Miura Peninsula is the location of the southernmost suburbs of Tokyo, the most populated city in the entire world! However, Miura Peninsula is not just a prolongation of the urban sprawl of Tokyo, rather much like most of Japan, civilization here has wrest itself into a tumultuous landscape seeking to find a balance between necessity and natural beauty. Consequently this region of Japan has more of a country feel to it, despite its proximity to Tokyo, because it is surrounded by farmland and three distinct “mountain” ranges – the Miura Hills, Miura Alps, and the Kamakura Alps. Each of these “mountain ranges” have their own attributes: Ogusuyama, which is located in the Miura Hills, is the highest point on Miura Peninsula (244m), the most rugged of the three ranges is certainly the Miura Alps, and the Kamakura Alps are dotted with ancient ruins, temples, shrines, fortifications, ancient roads, and even a castle!
I recently acquired a trail map for the Kamakura Alps and was itching to do some exploring, so on a crisp winter day with hardly a cloud in the sky I hopped in my Kei van and drove to the trailhead. Sadly, winter has been a little slow in getting to Japan this season. Many of the trees are just starting to show their fall colors, one week after the winter solstice! While I do mourn the lack of cold weather the gold, red, orange, and yellow foliage did lend an aura of beauty to the landscape that was hard not to appreciate.
I set off up the valley following a babbling brook before coming to an intersection – left up a steep staircase or right across a very narrow bridge. I chose the bridge hoping it wouldn’t break under my weight. Safely on the other side I continued up the trail passing several caves and small statues. I continued on up the valley before coming to a well traveled trail. I opted to go left and after a few hundred meters I came across a Buddhist temple called the Zuisen-ji Temple.
The Muromachi Period (also known as the Ashikaga Period) was a time of great cultural growth in Japan, particularly under the influence of Zen Buddhism and lasted nearly 240 years. The unique Japanese arts of the tea ceremony, flower arranging, and nō drama were developed during this time period.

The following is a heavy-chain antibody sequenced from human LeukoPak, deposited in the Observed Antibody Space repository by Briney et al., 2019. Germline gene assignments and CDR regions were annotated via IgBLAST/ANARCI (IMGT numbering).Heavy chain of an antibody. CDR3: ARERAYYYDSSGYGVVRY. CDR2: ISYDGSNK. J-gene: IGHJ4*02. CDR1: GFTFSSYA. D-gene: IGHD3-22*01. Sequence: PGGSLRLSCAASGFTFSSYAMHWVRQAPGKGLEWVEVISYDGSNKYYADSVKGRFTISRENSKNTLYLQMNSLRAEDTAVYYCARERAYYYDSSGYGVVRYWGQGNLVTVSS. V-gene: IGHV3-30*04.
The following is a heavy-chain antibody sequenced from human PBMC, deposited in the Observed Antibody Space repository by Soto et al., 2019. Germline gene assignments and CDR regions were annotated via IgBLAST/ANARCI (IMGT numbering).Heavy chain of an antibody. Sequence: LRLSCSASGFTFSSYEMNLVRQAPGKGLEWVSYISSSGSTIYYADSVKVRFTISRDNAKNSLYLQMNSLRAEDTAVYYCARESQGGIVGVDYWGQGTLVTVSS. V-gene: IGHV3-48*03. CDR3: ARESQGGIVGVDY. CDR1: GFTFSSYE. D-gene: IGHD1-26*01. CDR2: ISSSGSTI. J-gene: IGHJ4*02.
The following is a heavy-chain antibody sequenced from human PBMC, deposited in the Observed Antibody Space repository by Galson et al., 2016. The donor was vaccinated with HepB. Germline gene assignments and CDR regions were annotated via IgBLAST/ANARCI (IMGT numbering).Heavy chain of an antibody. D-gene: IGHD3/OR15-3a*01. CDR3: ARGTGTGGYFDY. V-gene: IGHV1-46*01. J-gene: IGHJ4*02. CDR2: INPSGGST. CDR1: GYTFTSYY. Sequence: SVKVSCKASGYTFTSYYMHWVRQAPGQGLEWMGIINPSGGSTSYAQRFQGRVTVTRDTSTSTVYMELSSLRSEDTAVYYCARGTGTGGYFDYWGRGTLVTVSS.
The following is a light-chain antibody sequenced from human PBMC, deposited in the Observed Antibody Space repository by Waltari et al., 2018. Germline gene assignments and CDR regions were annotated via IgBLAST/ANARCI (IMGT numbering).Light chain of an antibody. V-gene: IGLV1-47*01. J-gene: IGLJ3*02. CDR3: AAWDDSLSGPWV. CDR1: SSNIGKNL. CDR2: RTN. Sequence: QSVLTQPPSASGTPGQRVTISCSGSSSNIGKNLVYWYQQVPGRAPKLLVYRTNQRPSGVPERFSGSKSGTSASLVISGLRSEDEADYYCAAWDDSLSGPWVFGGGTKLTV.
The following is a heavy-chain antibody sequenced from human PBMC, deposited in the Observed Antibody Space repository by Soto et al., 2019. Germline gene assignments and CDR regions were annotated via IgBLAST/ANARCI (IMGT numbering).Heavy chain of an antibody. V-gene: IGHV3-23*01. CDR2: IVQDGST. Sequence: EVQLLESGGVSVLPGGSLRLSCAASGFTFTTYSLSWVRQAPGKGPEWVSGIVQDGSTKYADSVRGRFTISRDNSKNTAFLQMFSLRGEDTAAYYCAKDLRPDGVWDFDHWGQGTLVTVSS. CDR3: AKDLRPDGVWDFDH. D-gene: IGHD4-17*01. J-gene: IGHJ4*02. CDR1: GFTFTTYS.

The Zuisen-ji Temple was the family temple of the head of the representatives of [the] Kanto region of the Muromachi Shogunate. Consequently, it is one of the 10 most important temples in the Kanto region, second only to Kamakura’s five principle temples of the Zen sect…
The founding priest of the Zuisen-ji Temple, Muso Kokushi, was a very gifted gardener and the grounds of the temple are absolutely beautiful. In my opinion it is one of the most beautiful temples I have visited in Japan.
After thoroughly exploring the Temple I pressed on, my objective was Mount Ohira the highest point in the city of Yokohama.
After exploring several side trails I finally made it to the summit and was greeted by two huts serving all sorts of Japanese food, beer, and sake!
After soaking in the sun on the summit I laced up my boots and began making my way back to the car. On the journey back I noticed a faint trail branching off the main path that plunged into a dense thicket of bamboo. I was curious so I put on my snake gaiters (in case I came across any Mamushi Pit Vipers) and set off. Part of the way down the trail I came across a recently eaten dove (or maybe it was a pigeon) the feathers were still in great condition so I picked up a few for fly tying.
^Before & After^
As I pressed on the trail dramatically descended into an unnamed valley below a cemetery. Nestled in the valley was a brook, that was hardly more than a trickle. As I followed it downstream though it began to grow, and eventually I came across a small water slide, perfect for a Nihon Kawanezumi, that the brook had worn into the soft volcanic ash bedrock.
Below the water slide was a massive plunge pool with Japanese Maples towering above wearing the finest orange and red fall coats. The birds were singing and the sun was setting, casting a melodic glow through the cedars that stretched into the deep blue of the sky. I did not want to leave, the beauty was indescribable. So I sat by the pool listening to the silence of nature and reflected on where the day’s travels had taken me and what I had seen. Everyday in Japan is special but occasionally a day comes along that just blows my mind, when I stop and think “Can this really be happening? Can a place such as this really exist on this planet?” Those are the days I cherish and that will always hold a special place in my mind. In that moment in time I knew that today was one of those days.